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Letter: True affordable, decent housing is out of reach for many in Gainesville

For the past couple of years, Gainesville citizens have watched already limited affordable housing options dwindle in the midtown area and beyond. With no rent control parameters, landlords in the area are free to set rent at any cost they see fit, often raising rent over $50 each lease without even the promise of non-emergency renovations being made.

This issue is in conjunction with that of the difficult leasing process to begin with. Many landlords require the renters’ income to be at least two times the rent, with the equivalent of two monthly rent payments serving as a down payment, on top of any pet fees (usually no less than $200 per pet, with a limited list of accepted pets), additional down payments to cover future damage costs and an application fee.

One must meet all of these requirements only after meeting the requirement of being the most desirable renter for the space, difficult for those who may have a felony on their record, or a bad roommate experience in their past.

All of these requirements make it incredibly difficult to become a renter in a growing town. Perhaps even more difficult is trying to find anywhere within the Gainesville city limits to rent for less than $750 for a one bedroom, less than $900 for a two bedroom and less than $1,200 for a three bedroom. This is difficult to swing on two college kids budgets combined with two full-time workers (like we have in my household), and even more difficult for families and single parents.

Combine the atrocious rental scene with the strict requirements of receiving government-subsidized housing vouchers and the constant waiting list and wiping of said waiting list every so often. Add the lack of government-subsidized housing (the city had a cap of 500 in 2015, around 100 of which were demolished with the Atlanta Street housing demolition) and those who are in need of housing the most are left in the dark.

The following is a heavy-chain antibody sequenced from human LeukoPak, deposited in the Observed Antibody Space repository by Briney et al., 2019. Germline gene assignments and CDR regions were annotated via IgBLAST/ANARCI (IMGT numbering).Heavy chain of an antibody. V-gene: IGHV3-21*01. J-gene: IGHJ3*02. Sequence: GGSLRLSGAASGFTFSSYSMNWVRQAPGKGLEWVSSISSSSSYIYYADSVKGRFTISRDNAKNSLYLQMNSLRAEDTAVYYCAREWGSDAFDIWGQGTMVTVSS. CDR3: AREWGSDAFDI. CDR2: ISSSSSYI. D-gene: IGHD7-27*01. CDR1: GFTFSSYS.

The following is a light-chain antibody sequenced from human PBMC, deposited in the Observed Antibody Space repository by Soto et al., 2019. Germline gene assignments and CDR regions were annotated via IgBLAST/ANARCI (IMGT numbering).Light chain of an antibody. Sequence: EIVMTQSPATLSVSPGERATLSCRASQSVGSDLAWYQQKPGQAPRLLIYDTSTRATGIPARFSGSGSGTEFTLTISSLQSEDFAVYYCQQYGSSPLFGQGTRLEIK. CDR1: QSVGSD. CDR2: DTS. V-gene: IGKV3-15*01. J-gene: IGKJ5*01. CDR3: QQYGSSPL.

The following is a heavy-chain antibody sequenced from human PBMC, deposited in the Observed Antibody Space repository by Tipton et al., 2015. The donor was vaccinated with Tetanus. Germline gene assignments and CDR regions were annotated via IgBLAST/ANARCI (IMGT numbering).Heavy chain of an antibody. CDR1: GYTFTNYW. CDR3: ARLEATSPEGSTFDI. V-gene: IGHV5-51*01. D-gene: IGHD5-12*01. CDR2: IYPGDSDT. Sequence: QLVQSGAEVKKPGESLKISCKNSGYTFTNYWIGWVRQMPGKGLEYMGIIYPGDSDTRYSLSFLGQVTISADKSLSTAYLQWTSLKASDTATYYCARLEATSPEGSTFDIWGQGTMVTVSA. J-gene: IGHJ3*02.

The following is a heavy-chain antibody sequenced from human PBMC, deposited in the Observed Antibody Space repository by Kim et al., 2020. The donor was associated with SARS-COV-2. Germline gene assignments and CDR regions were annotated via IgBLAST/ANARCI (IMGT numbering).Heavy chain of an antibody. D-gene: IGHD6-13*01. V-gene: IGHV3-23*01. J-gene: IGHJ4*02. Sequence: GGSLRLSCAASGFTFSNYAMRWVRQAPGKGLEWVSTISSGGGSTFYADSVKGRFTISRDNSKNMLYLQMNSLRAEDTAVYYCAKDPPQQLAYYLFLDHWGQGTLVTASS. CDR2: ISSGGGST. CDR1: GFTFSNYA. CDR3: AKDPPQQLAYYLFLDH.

Once faced with the prospect of homelessness, these families and individuals are still left without many options. Gainesville has a serious lack of homeless shelters, especially for those without children, or couples looking to stay under the same roof. Furthermore, the shelters and assistance that is in the area are, understandably, overwhelmed.

With nowhere to turn, these individuals are often forced to uproot their lives and more to more rural areas in order to chase cheaper rents. This means they must find a way to commute if they don’t have a car or reliable transportation, change school districts if they have children and perhaps even find a new job. Worse yet, others must turn to the streets to make a home for themselves.

There is an ever-growing issue of homelessness here in Gainesville, and a major contributor is the lack of affordable housing and the insistence of the city officials to gentrify Gainesville. Surely there are solutions we can find that do not require clearing out families in order to better our town.

Elizabeth Casper

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